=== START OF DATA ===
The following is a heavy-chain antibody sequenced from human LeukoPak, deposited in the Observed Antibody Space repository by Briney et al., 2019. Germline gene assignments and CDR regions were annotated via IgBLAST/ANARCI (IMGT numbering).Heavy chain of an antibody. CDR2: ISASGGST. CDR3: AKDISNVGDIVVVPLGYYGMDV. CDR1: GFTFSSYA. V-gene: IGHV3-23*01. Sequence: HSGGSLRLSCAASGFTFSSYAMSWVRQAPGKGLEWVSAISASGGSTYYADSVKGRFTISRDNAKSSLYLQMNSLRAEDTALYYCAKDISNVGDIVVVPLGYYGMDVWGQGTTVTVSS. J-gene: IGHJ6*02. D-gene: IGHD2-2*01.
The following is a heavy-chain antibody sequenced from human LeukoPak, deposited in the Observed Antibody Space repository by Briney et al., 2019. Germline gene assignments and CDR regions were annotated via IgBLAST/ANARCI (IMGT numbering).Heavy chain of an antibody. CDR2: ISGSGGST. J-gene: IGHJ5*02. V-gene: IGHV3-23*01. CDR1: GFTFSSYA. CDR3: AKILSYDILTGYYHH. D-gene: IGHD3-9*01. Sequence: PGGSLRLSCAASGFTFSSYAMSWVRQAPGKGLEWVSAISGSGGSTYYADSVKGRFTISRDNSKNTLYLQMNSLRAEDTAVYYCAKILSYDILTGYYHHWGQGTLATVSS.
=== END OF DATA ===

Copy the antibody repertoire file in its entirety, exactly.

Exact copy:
The following is a heavy-chain antibody sequenced from human LeukoPak, deposited in the Observed Antibody Space repository by Briney et al., 2019. Germline gene assignments and CDR regions were annotated via IgBLAST/ANARCI (IMGT numbering).Heavy chain of an antibody. CDR2: ISASGGST. CDR3: AKDISNVGDIVVVPLGYYGMDV. CDR1: GFTFSSYA. V-gene: IGHV3-23*01. Sequence: HSGGSLRLSCAASGFTFSSYAMSWVRQAPGKGLEWVSAISASGGSTYYADSVKGRFTISRDNAKSSLYLQMNSLRAEDTALYYCAKDISNVGDIVVVPLGYYGMDVWGQGTTVTVSS. J-gene: IGHJ6*02. D-gene: IGHD2-2*01.
The following is a heavy-chain antibody sequenced from human LeukoPak, deposited in the Observed Antibody Space repository by Briney et al., 2019. Germline gene assignments and CDR regions were annotated via IgBLAST/ANARCI (IMGT numbering).Heavy chain of an antibody. CDR2: ISGSGGST. J-gene: IGHJ5*02. V-gene: IGHV3-23*01. CDR1: GFTFSSYA. CDR3: AKILSYDILTGYYHH. D-gene: IGHD3-9*01. Sequence: PGGSLRLSCAASGFTFSSYAMSWVRQAPGKGLEWVSAISGSGGSTYYADSVKGRFTISRDNSKNTLYLQMNSLRAEDTAVYYCAKILSYDILTGYYHHWGQGTLATVSS.